Monday, April 30, 2012

Chain, Chain, Chain…

Wells Fargo Bank v. Rouleau, 2012 VT 19

Praises to those who helped unbundle this secured transactions case full of promissory notes, assignments, securitization, and bunches and bunches of entities and transfers—oh, my!  At the end of the day, the SCOV boils the case down quite simply: the creditor with standing is the creditor with original negotiable instruments, made payable to the creditor, and the creditor need not prove how it came upon them.

Clear as mud.

Tuesday, April 24, 2012

What a Difference a Word Makes

By Michael Tarrant

Co-operative Insurance Cos. v. Woodward, 2012 VT 22

By now, most people in Vermont have probably heard of the Michael Jacques murder trial currently pending in Federal District Court in Burlington. Aside from the absolutely horrific allegations underlying the case, one of the more interesting legal aspects is that the federal government decided to step in and pursue federal kidnapping and murder charges against Jacques rather than allow the State of Vermont to prosecute him under its own murder laws. Interestingly—and most likely importantly—federal law allows for the death penalty whereas Vermont law does not (save for treason).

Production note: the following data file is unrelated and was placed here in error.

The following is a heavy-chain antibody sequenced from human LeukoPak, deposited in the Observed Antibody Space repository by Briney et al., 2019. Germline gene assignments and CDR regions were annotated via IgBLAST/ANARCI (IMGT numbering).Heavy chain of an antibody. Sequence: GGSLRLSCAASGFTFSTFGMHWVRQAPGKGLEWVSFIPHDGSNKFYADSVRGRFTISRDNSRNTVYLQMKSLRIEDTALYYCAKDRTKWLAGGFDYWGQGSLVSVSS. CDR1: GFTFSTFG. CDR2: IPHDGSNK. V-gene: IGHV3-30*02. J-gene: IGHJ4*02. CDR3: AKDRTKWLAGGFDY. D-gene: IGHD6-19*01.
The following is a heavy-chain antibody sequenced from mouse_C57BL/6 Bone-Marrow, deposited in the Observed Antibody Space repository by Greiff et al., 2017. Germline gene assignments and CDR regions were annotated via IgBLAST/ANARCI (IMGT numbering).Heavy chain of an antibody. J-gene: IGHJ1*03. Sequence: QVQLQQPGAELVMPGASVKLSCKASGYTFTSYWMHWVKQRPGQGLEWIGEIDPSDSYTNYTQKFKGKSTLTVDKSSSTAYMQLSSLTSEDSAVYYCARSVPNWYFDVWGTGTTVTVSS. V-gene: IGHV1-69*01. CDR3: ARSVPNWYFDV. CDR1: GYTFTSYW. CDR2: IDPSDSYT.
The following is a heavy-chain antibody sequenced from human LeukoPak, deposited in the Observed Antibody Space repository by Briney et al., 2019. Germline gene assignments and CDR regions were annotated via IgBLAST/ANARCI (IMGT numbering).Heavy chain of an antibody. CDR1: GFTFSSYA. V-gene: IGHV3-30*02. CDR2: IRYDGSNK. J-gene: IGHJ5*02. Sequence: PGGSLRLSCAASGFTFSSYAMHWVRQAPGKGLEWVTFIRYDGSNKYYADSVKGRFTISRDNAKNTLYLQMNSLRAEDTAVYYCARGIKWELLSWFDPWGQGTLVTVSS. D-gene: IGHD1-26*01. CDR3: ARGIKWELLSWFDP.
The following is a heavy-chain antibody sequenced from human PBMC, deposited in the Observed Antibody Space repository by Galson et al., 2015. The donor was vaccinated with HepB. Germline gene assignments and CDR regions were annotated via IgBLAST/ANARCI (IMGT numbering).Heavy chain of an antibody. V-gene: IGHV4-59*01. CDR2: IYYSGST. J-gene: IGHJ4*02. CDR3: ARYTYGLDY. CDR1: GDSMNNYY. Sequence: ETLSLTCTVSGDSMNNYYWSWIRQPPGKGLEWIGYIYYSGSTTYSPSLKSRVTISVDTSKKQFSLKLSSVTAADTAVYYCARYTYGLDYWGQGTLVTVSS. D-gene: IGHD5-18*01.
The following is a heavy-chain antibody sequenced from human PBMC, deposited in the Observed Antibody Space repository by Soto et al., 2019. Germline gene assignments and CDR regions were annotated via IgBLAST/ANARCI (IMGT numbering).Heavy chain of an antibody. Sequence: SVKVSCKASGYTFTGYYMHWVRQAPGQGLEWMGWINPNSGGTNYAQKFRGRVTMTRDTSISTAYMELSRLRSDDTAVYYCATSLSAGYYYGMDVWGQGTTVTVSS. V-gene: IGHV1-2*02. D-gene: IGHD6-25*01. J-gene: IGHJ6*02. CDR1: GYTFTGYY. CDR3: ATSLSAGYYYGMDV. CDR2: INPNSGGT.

Notwithstanding the legal jurisdiction wrangling, such an infamous crime is bound to have further legal consequences for the parties involved than the actual murder trial itself. Think about OJ Simpson and the subsequent civil trials and judgments that followed his acquittal. There is a reason that he later stood in a Las Vegas courtroom accused of trying to steal back his memorabilia. It was all taken from him through a series of wrongful death actions by the families of Ron Goldman and Nicole Brown Simpson.